Texas Coast Real Estate
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Scooped by Michael Stuart

What thrived and dived during the Texas coast recession?

What thrived and dived during the Texas coast recession? | Texas Coast Real Estate | Scoop.it

What thrived during the Texas coast recession is a story how two developers came out smelling like a rose.

Lessons learned from two “high-end real estate project developers” that thrived during the worse recession and storms to hit the Texas coast in history. A silver lining from the unfortunate times the region experienced from 2008 to 2012, and a testimony to enduring value.

At TexasGulfCoastOnline.com we have a criteria list we use to determine the rare and remarkable projects on the Texas coast.

Here is how we pick them:

  • The properties being built, as well as the location, have to be rare and unique.
  • The owners and developers of the projects must be reputable and solidly financed.
  • An impressive amenities package must be offered both in the individual homes as well as the community – and must exceed what is already available in the local area.
  • A good marketing plan and sales operation team must be in place to ensure the project’s success.
  • The project must not have major erosion and insurance issues.
  • The project should have energy efficient and storm resistant features.
  • The project design and price range should fit with the buyer profile for the area, and its surrounding properties.
  • The project and personnel must be in good standing with the local community.
  • The project must have sound market fundamentals such as rental income vs. price and supply vs. demand, predicting a safe investment.

The only two high-end developers and their projects that thrived during the hard times:

The projects that didn’t do so well and why :
  • Laguna Harbor, Port Bolivar – highly leveraged | project stalled
  • Biscayne, Crystal Beach – lack of interest by owner | project stalled
  • Beachtown, Galveston – east side location price mismatch | project stalled
  • Palisade Palms, Galveston – east side location price mismatch | auctioned
  • Emerald By Sea, Galveston – highly leveraged | bank owned
  • Diamond Beach, Galveston- highly leveraged | bank owned
  • Point West, Galveston – detached ownership and remote location | project stalled
  • Palmilla Beach Resort and Golf Club, Port Aransas - detached ownership, golf course | project stalled
  • Sapphire South Padre – highly leveraged | bank owned
  • South Padre Island Golf Club – detached ownership, golf course | project stalled

Projects that completely failed and the main reasons why:

  • Avocet, Crystal Beach – lacked leadership and highly leveraged
  • Sanctuary at La Costa Grande, Port Lavaca – detached ownership, remote location and marketing gimmicks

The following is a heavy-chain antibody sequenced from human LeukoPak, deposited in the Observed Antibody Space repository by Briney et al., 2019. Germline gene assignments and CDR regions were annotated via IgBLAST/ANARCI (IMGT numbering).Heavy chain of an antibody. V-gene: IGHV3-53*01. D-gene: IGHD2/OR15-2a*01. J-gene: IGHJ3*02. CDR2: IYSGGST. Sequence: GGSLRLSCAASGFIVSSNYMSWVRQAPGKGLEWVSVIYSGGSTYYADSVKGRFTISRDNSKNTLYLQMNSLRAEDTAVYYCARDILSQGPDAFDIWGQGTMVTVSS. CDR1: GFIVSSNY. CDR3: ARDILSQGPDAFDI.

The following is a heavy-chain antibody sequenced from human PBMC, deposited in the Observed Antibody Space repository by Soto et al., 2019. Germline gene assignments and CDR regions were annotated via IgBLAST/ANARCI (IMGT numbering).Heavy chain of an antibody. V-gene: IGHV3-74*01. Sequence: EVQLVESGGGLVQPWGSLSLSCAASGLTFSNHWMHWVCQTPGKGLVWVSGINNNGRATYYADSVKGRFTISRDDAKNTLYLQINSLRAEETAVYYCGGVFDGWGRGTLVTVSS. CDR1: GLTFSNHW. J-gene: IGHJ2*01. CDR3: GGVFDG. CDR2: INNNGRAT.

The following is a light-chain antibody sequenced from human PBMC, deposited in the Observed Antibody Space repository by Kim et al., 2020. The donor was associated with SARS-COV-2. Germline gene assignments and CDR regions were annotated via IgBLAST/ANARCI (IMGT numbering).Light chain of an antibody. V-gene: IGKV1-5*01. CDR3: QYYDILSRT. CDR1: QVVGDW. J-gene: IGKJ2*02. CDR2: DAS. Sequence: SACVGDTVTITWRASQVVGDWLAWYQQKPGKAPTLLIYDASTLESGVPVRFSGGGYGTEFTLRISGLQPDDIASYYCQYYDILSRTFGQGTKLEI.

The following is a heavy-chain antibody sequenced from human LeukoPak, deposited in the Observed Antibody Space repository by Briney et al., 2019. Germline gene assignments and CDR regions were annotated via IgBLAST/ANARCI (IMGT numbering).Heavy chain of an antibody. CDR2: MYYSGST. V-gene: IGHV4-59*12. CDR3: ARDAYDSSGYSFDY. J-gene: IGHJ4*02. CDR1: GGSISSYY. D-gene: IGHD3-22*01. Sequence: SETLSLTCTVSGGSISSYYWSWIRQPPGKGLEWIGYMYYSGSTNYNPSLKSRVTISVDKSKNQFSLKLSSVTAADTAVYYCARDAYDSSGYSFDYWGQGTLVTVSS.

• Tortuga Dunes, Mustang Island – federally uninsured location in CBRA zone
  • Pirates Cove, Port Isabel – priced too high for location

Winning High-end Real Estate Project Takeaways
  • Great development leadership
  • Good location / value
  • Solid Market Fundamentals
  • Strong Financial Backing
  • Commitment to local community
  • High-rises & Inclusive Resorts

Losing High-end Real Estate Project Takeaways

  • Inexperienced developer
  • Location price mismatch
  • Problem with Market Fundamentals
  • Highly leveraged project
  • Environment issue
  • Coastal Golf courses
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Scooped by Michael Stuart

Vacation home buying: All you need is love and the right lifestyle area

Vacation home buying: All you need is love and the right lifestyle area | Texas Coast Real Estate | Scoop.it

Advice about purchasing a second home — like the Vacation Home Tip Sheet below – kind of reminds me of a horoscope; it includes common sense rules that could apply to any buyer and any home. My list of important criteria for buying the perfect Texas beach home is a little different, and it goes like this:

1. Love something about the area where you are considering buying a second home. To buy, use and maintain a vacation home, there has to be a compelling reason and an emotional attachment that keeps you coming back year after year. Otherwise, it’s not worth the hassle even if you can rent it to cover the mortgage.

2. Buy in an area close to your primary residence or family. The bulk of second homes are within two hours of buyers’ primary residences.

3. Know your second hometown well enough to pick out what we at Texas Beach Homes call “the lifestyle area” that best suits your needs. Take the time to dig into each neighborhood before you plunk down your money. Sometimes homes in your preferred area aren’t frequently available so you’ll have to be patient and work with a local realtor to spot listings when they come up.

4. Stay in the area with your family and see what it’s like to live there during the season when you plan to visit. Are the people friendly? Is the ambience conducive to relaxing or adventuring or whatever is your purpose for getting away from your primary home?

And, of course, follow the tips in the Vacation Home Tip Sheet. But first, make sure you have love, proximity and the right lifestyle area for your new beach home.

Read more Vacation Home Tip Sheet

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